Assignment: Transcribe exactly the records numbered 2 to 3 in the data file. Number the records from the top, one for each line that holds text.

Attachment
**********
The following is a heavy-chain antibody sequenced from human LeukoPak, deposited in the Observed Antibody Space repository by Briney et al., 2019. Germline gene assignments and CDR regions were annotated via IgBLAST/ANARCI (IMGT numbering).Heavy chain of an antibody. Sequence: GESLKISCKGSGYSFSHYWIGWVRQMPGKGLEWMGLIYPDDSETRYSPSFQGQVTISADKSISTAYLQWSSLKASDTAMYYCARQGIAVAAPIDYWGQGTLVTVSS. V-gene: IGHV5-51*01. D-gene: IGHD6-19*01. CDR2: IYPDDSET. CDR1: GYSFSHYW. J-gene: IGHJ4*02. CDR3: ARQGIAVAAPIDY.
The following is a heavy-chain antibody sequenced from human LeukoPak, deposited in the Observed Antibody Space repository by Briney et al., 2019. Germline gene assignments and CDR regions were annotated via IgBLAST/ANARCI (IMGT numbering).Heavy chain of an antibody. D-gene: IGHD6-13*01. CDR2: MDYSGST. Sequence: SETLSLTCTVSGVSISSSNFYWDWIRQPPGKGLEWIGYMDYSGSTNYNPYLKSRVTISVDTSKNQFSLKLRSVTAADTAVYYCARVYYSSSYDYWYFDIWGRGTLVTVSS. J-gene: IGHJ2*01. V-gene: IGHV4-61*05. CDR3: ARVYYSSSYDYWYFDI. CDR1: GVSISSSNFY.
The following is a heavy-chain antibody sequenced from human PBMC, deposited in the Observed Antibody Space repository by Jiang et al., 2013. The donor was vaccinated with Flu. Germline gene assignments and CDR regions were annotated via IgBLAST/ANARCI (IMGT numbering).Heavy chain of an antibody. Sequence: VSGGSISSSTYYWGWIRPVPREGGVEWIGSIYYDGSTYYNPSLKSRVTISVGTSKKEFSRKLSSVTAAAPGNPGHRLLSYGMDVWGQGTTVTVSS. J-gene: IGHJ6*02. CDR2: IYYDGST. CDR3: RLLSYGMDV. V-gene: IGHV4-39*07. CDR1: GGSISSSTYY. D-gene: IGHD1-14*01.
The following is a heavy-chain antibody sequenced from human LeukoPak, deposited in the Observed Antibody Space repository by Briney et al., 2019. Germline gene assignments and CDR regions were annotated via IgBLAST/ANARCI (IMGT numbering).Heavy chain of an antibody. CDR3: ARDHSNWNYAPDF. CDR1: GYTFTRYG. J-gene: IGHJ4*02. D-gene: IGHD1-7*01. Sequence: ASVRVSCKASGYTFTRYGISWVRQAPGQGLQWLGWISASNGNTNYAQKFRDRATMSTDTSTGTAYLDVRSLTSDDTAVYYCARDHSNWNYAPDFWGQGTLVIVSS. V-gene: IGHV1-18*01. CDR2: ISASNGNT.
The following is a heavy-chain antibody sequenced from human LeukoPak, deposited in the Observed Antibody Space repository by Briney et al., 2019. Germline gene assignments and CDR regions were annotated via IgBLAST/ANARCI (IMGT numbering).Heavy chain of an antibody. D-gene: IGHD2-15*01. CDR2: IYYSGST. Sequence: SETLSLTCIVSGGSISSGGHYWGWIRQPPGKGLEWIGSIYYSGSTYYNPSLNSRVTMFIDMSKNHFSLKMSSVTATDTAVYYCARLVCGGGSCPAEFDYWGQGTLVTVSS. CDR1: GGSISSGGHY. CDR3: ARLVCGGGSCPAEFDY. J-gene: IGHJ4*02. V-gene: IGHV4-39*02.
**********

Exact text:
The following is a heavy-chain antibody sequenced from human LeukoPak, deposited in the Observed Antibody Space repository by Briney et al., 2019. Germline gene assignments and CDR regions were annotated via IgBLAST/ANARCI (IMGT numbering).Heavy chain of an antibody. D-gene: IGHD6-13*01. CDR2: MDYSGST. Sequence: SETLSLTCTVSGVSISSSNFYWDWIRQPPGKGLEWIGYMDYSGSTNYNPYLKSRVTISVDTSKNQFSLKLRSVTAADTAVYYCARVYYSSSYDYWYFDIWGRGTLVTVSS. J-gene: IGHJ2*01. V-gene: IGHV4-61*05. CDR3: ARVYYSSSYDYWYFDI. CDR1: GVSISSSNFY.
The following is a heavy-chain antibody sequenced from human PBMC, deposited in the Observed Antibody Space repository by Jiang et al., 2013. The donor was vaccinated with Flu. Germline gene assignments and CDR regions were annotated via IgBLAST/ANARCI (IMGT numbering).Heavy chain of an antibody. Sequence: VSGGSISSSTYYWGWIRPVPREGGVEWIGSIYYDGSTYYNPSLKSRVTISVGTSKKEFSRKLSSVTAAAPGNPGHRLLSYGMDVWGQGTTVTVSS. J-gene: IGHJ6*02. CDR2: IYYDGST. CDR3: RLLSYGMDV. V-gene: IGHV4-39*07. CDR1: GGSISSSTYY. D-gene: IGHD1-14*01.